Corporations Widely Using Wal-Mart Tactics, New Unionbusting Report Finds

Art Levine

A definitive new look at the scope of employer ant-union campaigns by a noted Cornell University labor scholar finds that corporations have ramped up a wide-range of tactics designed to punish and intimidate workers for seeking to form a union. In nearly 60 percent of union election campaigns, employers threaten to close the plant, half of employers threaten workers in one-on-one "sweat sessions," and in a third of the elections, they retaliate by firing workers. Kate Bronfenbrenner, director of labor education research at the Cornell University School of Industrial and Labor Relations, has studied labor organizing for decades, and now concludes, "There's been a change in the nature of employer campaigns. They've become not just more intense, not just more aggressive, but they switched to a more punitive system: there's no more of this 'let's try the soft stuff and pretend to be nice.'" In response, the Chamber of Commerce attacked her as too pro-union to be believed, even though she reviewed a random sample of 1,000 National Labor Relations Board elections and all those elections' unfair labor practices documents and decisions, supplemented by in-depth interviews and surveys of organizers involved in over 500 campaigns. She's also been criticized by business interests for actually interviewing and surveying union organizers and workers for her research. But as Ross Eisenbrey, the vice-president of the Economic Policy Institute, which is releasing her report, observes, "Employer groups don't believe the victims [of unionbusting], the workers. Who are you going to believe, the employers?" He adds, "Despite a very difficult burden of proof,.unions are winning 45% of allegations." Today, with the backing of such organizations as American Rights at Work and the Economic Policy Institute, she and other experts are holding a briefing on the new report on Capitol Hill, with findings that are expected to boost the union movement's case for the Employee Free Choice Act. The harsh reality, based on confirmed NLRB decisions on unfair labor practice claims (which often are never filed because of regulatory roadblocks and weak enforcement), is that over 20,000 workers a year are fired or retaliated against for trying to form a union. As the Center for American Progress Action Fund reported recently in its primer on the Employee Free Choice Act: "Every 18 minutes a worker is illegally fired or discriminated against by their employer for their union activity--including discrimination even after a workplace has been organized--yet firms face few consequences when caught.." Now, in corporate America, almost every employer when faced with a union acts like Wal-Mart, including the home of the laid-back coffee break, Starbucks. As ZP Heller, the editorial director of Robert Greenwald's Brave New Films, points out in releasing its new web video: The National Labor Relations Board has repeatedly found Starbucks guilty of illegally terminating, harassing, intimidating, and discriminating against employees attempting to unionize. Late last year, a judge ruled Starbucks had committed over a dozen violations of the National Labor Relations Act at a few New York stores. Starbucks has settled five such labor disputes in the last few years in New York, Minnesota, and Michigan, spending millions on legal fees to avoid exposing their anti-worker ways. To make matters worse, Starbucks has led the charge on a so-called Employee Free Choice Act "compromise," joining Costco and Whole Foods to form the Committee for Level Playing Field. This Orwellian-sounding group has come up with a "third way" on Employee Free Choice, which would require 70 percent of workers to sign union authorization cards instead of the far more manageable 50 percent initially proposed by this legislation. But even companies that once had decent relations with workers and accepted unions are turning to bare-knuckle tactics. In the report, "No Holds Barred: The Intensification of Employer Opposition to Organizing," it also looks at companies such as the Kentucky bakeyr plant Earthgrains. The report says: What distinguishes the current organizing climate from previous decades of employer opposition to unions? The primary difference is that the most intense and aggressive anti-union campaign strategies, the kind previously found only at employers like Wal-Mart, are no longer reserved for a select coterie of extreme anti-union employers. In examining NLRB documents we discovered dozens of employers similar to Earthgrains--companies with a history of maintaining a stable collective bargaining relationship with the majority of their workforce--making a dramatic shift in how they respond to union organizing efforts. When faced with an organizing campaign in its London, Kentucky plant in the summer of 2000, Earthgrains unleashed a relentless campaign of threats, interrogations, surveillance, harassment, and intimidation against the union. The charges against Earthgrains included videotaping workers as they spoke to union representatives; maintaining and showing to workers a list that supposedly revealed how other workers were going to vote; interrogating workers about whether they or their co-workers supported a union; threatening to fire workers for union activity; managers forcibly removing union literature from the hands of employees while they were on break; threatening to eliminate entire shifts, take away retirement plans, or gain-sharing benefits if the union won in the plant; telling the workers the union would go on strike as soon as the election was won; and promising improvements in benefits and a committee to resolve grievances if the union lost Ultimately, even a conservative NLRB threw out the election as tainted by illegal intimidation by Earthgrains, and a new election was held, which the bakery and confectionary union won. Bronfenbrenner notes why such rampant employer lawbreaking was made possible: "They can act with impunity and get away with it. In today's political climate, there's no penalty for it." Unionbusting thuggery and intimidation is the rule in corporate relations with workers seeking to form unions. And now Big Business interests want to bring the same fear-mongering they've used so successfully in the workplace to intimidate moderates in the United States, some of whom who have been cowed by an aggressive PR and lobbying blitz. Like workers fearful for their jobs, they apparently fear they could lose their seats if business uses its clout to defeat them at the polls. But grass-roots organizing by unions is working to counter such tactics. As the AFL-CIO Now blog reports: As the Employee Free Choice Act gets closer to reality, the anti-worker disinformation campaign grows louder with corporate front groups throwing everything they have against workers. Across the country, union members and their allies are pushing back and letting the corporate titans know they won't back down when it comes to the freedom to form unions. In Wisconsin, union members converged in Milwaukee to protest an appearance by Karl Rove, the former Bush administration political enforcer who is traveling the country telling corporate executives to fight the Employee Free Choice Act. And in Florida, union members gathered in Jacksonville outside a meeting of an anti-union corporate group, the "Center for a Union-Free Workplace Environment," to protest their opposition to workers' freedom to bargain for a better life. The Bronfenbrenner report concludes by underlining what's really at stake in this fight: "Unless serious labor law reform with real penalties is enacted, only a fraction of the workers who seek representation under the National Labor Relations Act will be successful. If recent trends continue, then there will no longer be a functioning legal mechanism to effectively protect the right of private-sector workers to organize and collectively bargain."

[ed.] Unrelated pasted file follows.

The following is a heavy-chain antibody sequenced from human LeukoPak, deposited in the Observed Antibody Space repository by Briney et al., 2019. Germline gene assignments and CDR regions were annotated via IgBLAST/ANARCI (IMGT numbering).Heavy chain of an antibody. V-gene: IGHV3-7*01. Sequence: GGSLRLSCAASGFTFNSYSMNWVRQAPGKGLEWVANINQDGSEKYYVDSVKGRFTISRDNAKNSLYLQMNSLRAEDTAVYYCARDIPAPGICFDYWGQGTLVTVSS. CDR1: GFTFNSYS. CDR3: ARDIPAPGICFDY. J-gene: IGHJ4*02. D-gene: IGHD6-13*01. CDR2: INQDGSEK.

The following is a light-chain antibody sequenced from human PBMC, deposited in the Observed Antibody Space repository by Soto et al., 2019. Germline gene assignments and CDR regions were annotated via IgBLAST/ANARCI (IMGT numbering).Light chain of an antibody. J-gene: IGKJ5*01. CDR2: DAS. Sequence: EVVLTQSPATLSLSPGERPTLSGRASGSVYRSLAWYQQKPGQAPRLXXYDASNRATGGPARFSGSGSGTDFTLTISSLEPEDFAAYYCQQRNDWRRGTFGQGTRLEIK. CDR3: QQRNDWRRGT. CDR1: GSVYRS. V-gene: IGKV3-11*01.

Art Levine, a contributing editor of The Washington Monthly, has written for Mother Jones, The American Prospect, The New Republic, The Atlantic, Slate​.com, Salon​.com and numerous other publications.
Brandon Johnson